Of course we’re talking here about technology people/companies, who naturally earn more than average or minimum wage. That is another problem, which could eventually get a help by bringing more tech companies and people to Portugal. But that’s another problem.

    The main challenge is for this movement to serve as a learning experience (specially in terms of management skills, as Nuno said), and as an inspiration to Portuguese-created start-up.

    In my case (Wishareit), we’re a start-up originated in Portugal, aiming for the US on-line consumer market (before the end of the year), but our plan is to move the Business / Marketing there and keep the development team in Portugal (with a mix of Portuguese and foreign engineers). It just makes more sense, in economic and quality-of-life terms.

    Pedro Moura [Wishareit]

    • This price business/cost of living has no easy answer.

      A good guide is reading

      I have found that in the ten years I have lived in Portugal as an expat , that housing prices in the south have crashed 30- 60%, salaries are paltry, food is cheap if you don’t just stock up from one large supermarket, (ie shop around), the government make is close to impossible to run a business – easier to set up, yes, but to run – off putting for many business people.

      Customer-facing buinesses are a non-starter due to a state regulation mechanism that is anti-business, opressive and exasperating. Many expat businessmen run their Portuguese businesses out of the UK or Holland

      The earlier comment about illegal taxation of cars is an urban myth. It is not illegal and the question has been to the EC and back confirming Portugal is legally allowed to charge IVA on a total that already included car taxes.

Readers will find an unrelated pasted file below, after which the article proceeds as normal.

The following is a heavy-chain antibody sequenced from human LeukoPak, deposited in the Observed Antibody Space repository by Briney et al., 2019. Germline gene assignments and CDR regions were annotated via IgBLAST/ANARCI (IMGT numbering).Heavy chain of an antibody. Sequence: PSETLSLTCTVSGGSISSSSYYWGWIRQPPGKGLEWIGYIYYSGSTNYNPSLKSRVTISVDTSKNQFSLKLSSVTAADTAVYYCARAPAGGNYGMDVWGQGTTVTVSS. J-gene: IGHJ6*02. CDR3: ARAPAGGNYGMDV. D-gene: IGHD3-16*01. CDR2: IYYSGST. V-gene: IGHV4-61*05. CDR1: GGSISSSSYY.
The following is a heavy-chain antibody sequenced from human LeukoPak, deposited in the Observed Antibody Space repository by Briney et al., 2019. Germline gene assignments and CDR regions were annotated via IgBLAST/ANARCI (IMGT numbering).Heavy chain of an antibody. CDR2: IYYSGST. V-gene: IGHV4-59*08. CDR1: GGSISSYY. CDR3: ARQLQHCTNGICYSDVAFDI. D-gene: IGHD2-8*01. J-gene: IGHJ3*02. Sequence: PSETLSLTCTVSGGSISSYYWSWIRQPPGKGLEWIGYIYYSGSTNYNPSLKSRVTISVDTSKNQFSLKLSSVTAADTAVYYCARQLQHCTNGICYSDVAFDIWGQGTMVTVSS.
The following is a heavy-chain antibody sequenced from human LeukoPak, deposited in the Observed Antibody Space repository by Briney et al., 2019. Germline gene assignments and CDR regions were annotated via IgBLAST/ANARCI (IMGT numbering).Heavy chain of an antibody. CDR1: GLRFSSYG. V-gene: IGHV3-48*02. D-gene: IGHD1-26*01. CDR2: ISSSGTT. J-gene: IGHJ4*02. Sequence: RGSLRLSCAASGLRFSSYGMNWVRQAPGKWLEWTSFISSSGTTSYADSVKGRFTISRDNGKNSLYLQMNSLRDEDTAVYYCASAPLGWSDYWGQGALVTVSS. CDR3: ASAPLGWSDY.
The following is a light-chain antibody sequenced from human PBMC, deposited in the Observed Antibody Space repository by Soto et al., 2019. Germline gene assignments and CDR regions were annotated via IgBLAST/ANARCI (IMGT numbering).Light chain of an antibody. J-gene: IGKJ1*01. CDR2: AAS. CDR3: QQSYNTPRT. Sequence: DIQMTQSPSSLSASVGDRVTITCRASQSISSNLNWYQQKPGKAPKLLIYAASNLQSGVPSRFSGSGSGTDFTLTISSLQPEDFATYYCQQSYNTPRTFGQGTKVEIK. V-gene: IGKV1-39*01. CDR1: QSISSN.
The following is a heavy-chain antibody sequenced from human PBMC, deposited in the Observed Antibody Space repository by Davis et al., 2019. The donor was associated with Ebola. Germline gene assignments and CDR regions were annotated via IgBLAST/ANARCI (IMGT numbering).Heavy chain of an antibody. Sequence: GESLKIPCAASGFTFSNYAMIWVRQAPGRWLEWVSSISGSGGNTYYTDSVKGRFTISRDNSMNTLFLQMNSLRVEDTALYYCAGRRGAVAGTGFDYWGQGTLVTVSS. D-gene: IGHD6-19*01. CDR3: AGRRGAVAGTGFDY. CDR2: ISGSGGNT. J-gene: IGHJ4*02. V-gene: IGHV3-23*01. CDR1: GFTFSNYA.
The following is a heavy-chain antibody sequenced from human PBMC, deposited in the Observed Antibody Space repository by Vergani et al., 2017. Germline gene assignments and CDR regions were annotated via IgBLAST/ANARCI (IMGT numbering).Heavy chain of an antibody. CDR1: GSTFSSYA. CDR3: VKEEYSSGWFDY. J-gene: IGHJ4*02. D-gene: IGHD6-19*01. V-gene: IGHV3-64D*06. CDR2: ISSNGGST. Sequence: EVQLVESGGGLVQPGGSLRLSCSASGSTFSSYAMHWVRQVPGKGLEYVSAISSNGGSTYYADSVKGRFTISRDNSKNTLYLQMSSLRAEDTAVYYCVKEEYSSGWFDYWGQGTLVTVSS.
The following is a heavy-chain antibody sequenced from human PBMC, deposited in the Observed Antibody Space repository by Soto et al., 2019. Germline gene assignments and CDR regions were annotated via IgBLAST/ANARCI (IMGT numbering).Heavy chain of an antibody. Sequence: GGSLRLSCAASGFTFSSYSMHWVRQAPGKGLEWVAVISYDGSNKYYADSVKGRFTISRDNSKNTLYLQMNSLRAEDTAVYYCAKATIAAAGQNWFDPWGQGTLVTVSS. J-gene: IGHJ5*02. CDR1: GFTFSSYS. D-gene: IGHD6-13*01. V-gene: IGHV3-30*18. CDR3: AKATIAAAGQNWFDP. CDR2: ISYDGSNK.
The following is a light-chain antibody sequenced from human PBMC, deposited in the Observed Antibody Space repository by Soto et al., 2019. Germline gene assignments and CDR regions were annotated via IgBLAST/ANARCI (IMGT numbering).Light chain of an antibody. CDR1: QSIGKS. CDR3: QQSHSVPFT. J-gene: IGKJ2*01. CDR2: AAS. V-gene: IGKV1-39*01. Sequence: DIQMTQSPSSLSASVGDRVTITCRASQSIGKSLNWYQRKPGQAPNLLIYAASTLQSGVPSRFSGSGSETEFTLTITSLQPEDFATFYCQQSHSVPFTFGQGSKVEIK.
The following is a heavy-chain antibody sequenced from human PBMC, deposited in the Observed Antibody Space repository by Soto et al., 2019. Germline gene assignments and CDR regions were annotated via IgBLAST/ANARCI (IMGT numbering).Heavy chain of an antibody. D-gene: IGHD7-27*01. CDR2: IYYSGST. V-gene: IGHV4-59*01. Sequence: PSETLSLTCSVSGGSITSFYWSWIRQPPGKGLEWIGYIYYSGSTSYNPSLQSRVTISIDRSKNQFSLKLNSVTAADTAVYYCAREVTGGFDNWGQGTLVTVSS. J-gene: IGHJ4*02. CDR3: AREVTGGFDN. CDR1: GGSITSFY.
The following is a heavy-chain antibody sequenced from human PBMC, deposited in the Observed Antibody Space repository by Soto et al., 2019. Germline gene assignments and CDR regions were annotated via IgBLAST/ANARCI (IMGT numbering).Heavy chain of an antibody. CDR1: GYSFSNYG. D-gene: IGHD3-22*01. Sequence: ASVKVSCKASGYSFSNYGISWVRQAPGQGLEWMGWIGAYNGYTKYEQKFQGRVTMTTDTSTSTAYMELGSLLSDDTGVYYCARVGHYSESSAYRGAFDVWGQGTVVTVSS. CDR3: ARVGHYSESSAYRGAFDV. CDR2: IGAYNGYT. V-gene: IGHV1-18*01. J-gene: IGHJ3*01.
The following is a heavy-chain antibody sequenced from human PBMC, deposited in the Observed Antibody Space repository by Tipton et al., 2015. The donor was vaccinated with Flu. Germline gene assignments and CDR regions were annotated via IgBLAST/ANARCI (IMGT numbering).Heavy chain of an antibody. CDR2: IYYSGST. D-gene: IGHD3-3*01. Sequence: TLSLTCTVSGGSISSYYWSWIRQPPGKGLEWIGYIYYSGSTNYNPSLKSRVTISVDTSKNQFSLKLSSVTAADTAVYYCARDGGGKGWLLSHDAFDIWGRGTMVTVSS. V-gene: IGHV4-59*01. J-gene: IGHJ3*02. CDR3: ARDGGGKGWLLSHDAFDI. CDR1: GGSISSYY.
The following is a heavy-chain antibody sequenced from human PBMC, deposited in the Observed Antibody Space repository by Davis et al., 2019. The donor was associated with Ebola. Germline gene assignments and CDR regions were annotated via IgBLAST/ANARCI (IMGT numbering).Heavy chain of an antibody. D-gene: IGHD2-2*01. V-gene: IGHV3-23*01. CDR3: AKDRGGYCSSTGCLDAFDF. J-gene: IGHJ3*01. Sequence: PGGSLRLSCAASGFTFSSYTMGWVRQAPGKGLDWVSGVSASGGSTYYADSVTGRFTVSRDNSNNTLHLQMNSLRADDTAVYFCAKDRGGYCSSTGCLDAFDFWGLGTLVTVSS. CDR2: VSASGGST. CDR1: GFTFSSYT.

Most young Portuguese leave for salary reasons. Most inbound workers arrive for lifestyle reasons. The concentration of web businesses around Lisbon and Oporto is unnecessary as the south offers good facilities and excellent transport links to europe.


  8. A While Ago...

    Sorry, but no! Living in Portugal is not cheap.
    Here’s some facts and financial math:

    The average salary is less then 800€/month. Houses for rent are in the range of 400€-700€, leaving you with what?….a bunch of euro “bucks” to make a living through the month?

    If you are being paid another country’s salary, it will be haven. I know some German, Finland, etc. guys that are working in Portugal with their country’s salary, that can afford rents of an excess of 2000€/month.
    That my friends, in Portugal, are rent prices of the upper social classes, aka rich people.

    As to car prices, base car prices (out of the factory prices) are identical to other countries. Cars are only more expensive in Portugal because the government, illegally, taxes the car’s base price twice, tax over another tax.
    Car prices for the middle class range from 15.000€-35.000€ (with all taxes included), when the average liquid salary per year is 9600€.

    Prices in Portugal are so high for the average salary, that is usually cheaper to take vacations outside the country to Spain, Greece, Italy, Mediterranean Islands, etc. Yeap, just like that, take a plane to other country’s beaches, spent a week there, and return by plain again, to Portugal.

    That’s how cheap life in Portugal is!

  9. Cristóvão Morgado

    Not only all this advantages but living in Portiugal is CHEAPER than most EU countries.. and the weather is also as good as it gets …

    • portuguese fact

      Cheaper for who? Cheaper if you earn much above the average person. With an average Portuguese salary it’s not cheap at all, get your facts straight…

      • (Cheaper for who?…)
        Cheaper for whoever goes to live in Portugal keeping the same pay he/she had at the home country.
        This is even more true for service companies that establish themselves in Portugal using local people.
        And this is also true for tourists according many reports I have read: They’ll get much more fore their money.

      • Cristovao Morgado

        Cheaper than many others European Countries..
        Check the price of housing in spain…france… uk…

        The only thing that is in fact more expensive are cars …